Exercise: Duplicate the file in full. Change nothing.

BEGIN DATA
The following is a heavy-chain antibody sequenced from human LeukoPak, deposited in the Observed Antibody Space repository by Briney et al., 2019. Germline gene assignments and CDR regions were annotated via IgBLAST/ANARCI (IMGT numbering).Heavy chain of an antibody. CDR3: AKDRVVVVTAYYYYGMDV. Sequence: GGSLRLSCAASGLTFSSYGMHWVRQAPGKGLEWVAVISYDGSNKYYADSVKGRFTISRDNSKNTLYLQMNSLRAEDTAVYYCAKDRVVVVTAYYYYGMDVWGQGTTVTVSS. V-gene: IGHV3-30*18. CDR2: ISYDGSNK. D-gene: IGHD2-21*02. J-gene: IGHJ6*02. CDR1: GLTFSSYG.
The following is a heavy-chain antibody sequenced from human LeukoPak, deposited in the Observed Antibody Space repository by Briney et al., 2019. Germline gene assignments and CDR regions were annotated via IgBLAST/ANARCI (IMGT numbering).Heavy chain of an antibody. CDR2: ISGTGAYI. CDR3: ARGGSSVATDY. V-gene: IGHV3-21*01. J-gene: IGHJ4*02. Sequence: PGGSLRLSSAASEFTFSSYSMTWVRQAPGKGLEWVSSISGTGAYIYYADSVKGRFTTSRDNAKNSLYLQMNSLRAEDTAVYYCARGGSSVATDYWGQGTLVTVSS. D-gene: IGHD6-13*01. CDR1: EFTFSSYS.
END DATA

The following is a heavy-chain antibody sequenced from human LeukoPak, deposited in the Observed Antibody Space repository by Briney et al., 2019. Germline gene assignments and CDR regions were annotated via IgBLAST/ANARCI (IMGT numbering).Heavy chain of an antibody. CDR3: AKDRVVVVTAYYYYGMDV. Sequence: GGSLRLSCAASGLTFSSYGMHWVRQAPGKGLEWVAVISYDGSNKYYADSVKGRFTISRDNSKNTLYLQMNSLRAEDTAVYYCAKDRVVVVTAYYYYGMDVWGQGTTVTVSS. V-gene: IGHV3-30*18. CDR2: ISYDGSNK. D-gene: IGHD2-21*02. J-gene: IGHJ6*02. CDR1: GLTFSSYG.
The following is a heavy-chain antibody sequenced from human LeukoPak, deposited in the Observed Antibody Space repository by Briney et al., 2019. Germline gene assignments and CDR regions were annotated via IgBLAST/ANARCI (IMGT numbering).Heavy chain of an antibody. CDR2: ISGTGAYI. CDR3: ARGGSSVATDY. V-gene: IGHV3-21*01. J-gene: IGHJ4*02. Sequence: PGGSLRLSSAASEFTFSSYSMTWVRQAPGKGLEWVSSISGTGAYIYYADSVKGRFTTSRDNAKNSLYLQMNSLRAEDTAVYYCARGGSSVATDYWGQGTLVTVSS. D-gene: IGHD6-13*01. CDR1: EFTFSSYS.